January 23, 2014



Two by two they were carried into an empty room in the birthing wing of St. Anthony's Regional Hospital, tucked into car seats and surrounded by love.

There were seven sets of twins born at the hospital in 2013, three sets almost back to back in the month of August. The numbers are highly unusual for Carroll County, confirmed SARH executive assistant Deb Porter.

Seven sets of twins in one year is the highest number employees have found in the hospital's records. Typically, two or three sets of twins are born at the hospital each year, said Porter. Nurses saw another high number in fiscal year 2008, when five sets of twins were born between June 30, 2007 and July 1, 2008.

On a cold Saturday afternoon in early January, six of the seven families made the trek back to the hospital. The reunion of sorts was organized by Porter and Birth Place Nurse Manager Pat Hogan.

First to arrive was Nick Hildreth of Rockwell City and 1-year-old twins Holden and Hayden, dressed in purple and lime green athletic outfits. Mom, Kylie Hildreth, couldn't come, but big brother Kolten accompanied dad to help with his younger siblings.

The Hildreths were followed shortly by Nicole and Kaleb Silbaugh of Jefferson with their 5-month-old twin girls, Addison dressed in pink shirt that proudly proclaimed she had a big brother while sister Aubree's outfitted starred two purple birds.

Chas and Ben Badding of Carroll arrived with 4-month-old identical twin sisters Brynn and Macy, decked out in matching pink costumes with white lace and gray fuzzy material trimming their hems.

Angie and Mike Tomka of rural Carroll brought the only twin boys, 4½-month-old Parker and Cooper, named for Texas cities and wearing matching blue and red plaid shirts.

Marisa Merkel of Manning brought the youngest twins, 2-month-old Jace and Bailey, he sporting a navy sweatshirt with a neon green elephant and she with a cupcake shirt and rainbow bow in her hair. Dad, Jared Merkel, was unable to attend, but both babies settled down comfortably, one in each of mom's arms.

Last but not least came Lisbeth Barragan of Denison with the oldest set of twins, 1-year-old Crismaris and Damaris, dressed in matching plum coats, but sporting different bows. Grandma Carmen Sotelo helped carry the twins since dad, Israel Rodriguez, was unable to attend.

The camaraderie between the parents was immediate as they compared the shock they felt when they first heard the news that they would have twins.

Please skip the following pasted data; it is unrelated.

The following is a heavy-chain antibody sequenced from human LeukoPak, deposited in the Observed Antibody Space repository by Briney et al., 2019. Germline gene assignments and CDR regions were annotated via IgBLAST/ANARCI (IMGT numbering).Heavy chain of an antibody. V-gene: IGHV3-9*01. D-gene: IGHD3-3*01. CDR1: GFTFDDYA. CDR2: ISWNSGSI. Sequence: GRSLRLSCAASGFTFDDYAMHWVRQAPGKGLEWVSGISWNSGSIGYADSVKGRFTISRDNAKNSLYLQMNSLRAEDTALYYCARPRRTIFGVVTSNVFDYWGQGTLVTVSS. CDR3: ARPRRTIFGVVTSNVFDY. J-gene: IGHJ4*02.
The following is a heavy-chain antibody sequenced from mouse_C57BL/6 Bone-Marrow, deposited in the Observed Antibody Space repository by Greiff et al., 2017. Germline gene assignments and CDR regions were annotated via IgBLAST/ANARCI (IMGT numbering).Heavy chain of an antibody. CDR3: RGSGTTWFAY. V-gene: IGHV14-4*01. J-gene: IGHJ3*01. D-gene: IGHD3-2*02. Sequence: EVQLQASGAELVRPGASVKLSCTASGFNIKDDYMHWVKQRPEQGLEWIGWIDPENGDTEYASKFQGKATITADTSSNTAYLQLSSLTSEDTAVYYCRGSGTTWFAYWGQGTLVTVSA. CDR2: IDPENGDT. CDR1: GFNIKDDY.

The Hildreths were originally told to expect triplets, while the Merkels' were told to expect one. Marisa told her husband to stay home for the second ultrasound appointment, leaving her to deliver the surprising news to Jared.

"I didn't realize what we were in for until I saw their faces," she said.

The Tomkas, who already had five children, said their jaws dropped when they heard their last child was actually two.

"It's not as busy as people would think," Angie said with a laugh.

"They always have somebody to play with," added Mike.

The parents also agreed that their children's first smiles are one of their most vivid memories.

"Seeing their little smiles makes up for all the sleepless nights," said Chas Badding.

As they waited for the photographer to set up his final preparations, some of the babies began to fidget or cry. Chas quickly swapped babies with Ben.

"That's how it is in our house too - Dad gets the crabby one," Marisa said with a smile.

The trick is to quiet the unhappy baby quickly, before the other baby can join with a sympathy cry said Mike Tomka.

"Once they start it's like surround sound," added Chas Badding, as the parents laughed and nodded in agreement.

Both cases were displayed a few minutes later as the parents laid their babies down in a circle on a blanket on the floor. One baby started to cry, and the cries quickly carried around the circle, until the room was full of unhappy sounds.

Except for little Bailey Merkel in her cupcake shirt and pink pants - a natural in front of the camera, she matched each camera flash with wide eyes and a wide grin.

As the photographer conceded defeat to the crying collection of children, their parents moved in to pick them up. The room returned to its previous silence in less than 30 seconds, sending off another round of laughter from the parents.

Most of the adults have twins in their family lines. Angie Tomka's grandfather was a twin and Mike Tomka has twins aunts and twin cousins. The Hildreths also have twins are both sides of the family. Marisa Merkel has an aunt and uncle who are twins, and Kaleb Silbaugh has twins throughout his side.

As the parents bundled their twins back into their car seats, they left the nurses in the Birth Place smiling.

"It was fun for us to see them all again," Hogan said of her nurses and the twins.

They chuckled as they reflected on this winter's string of storms, highly anticipating 2014's flock of newborns. They have already seen their first set of twins.

"It won't be long now," Porter said cheerfully.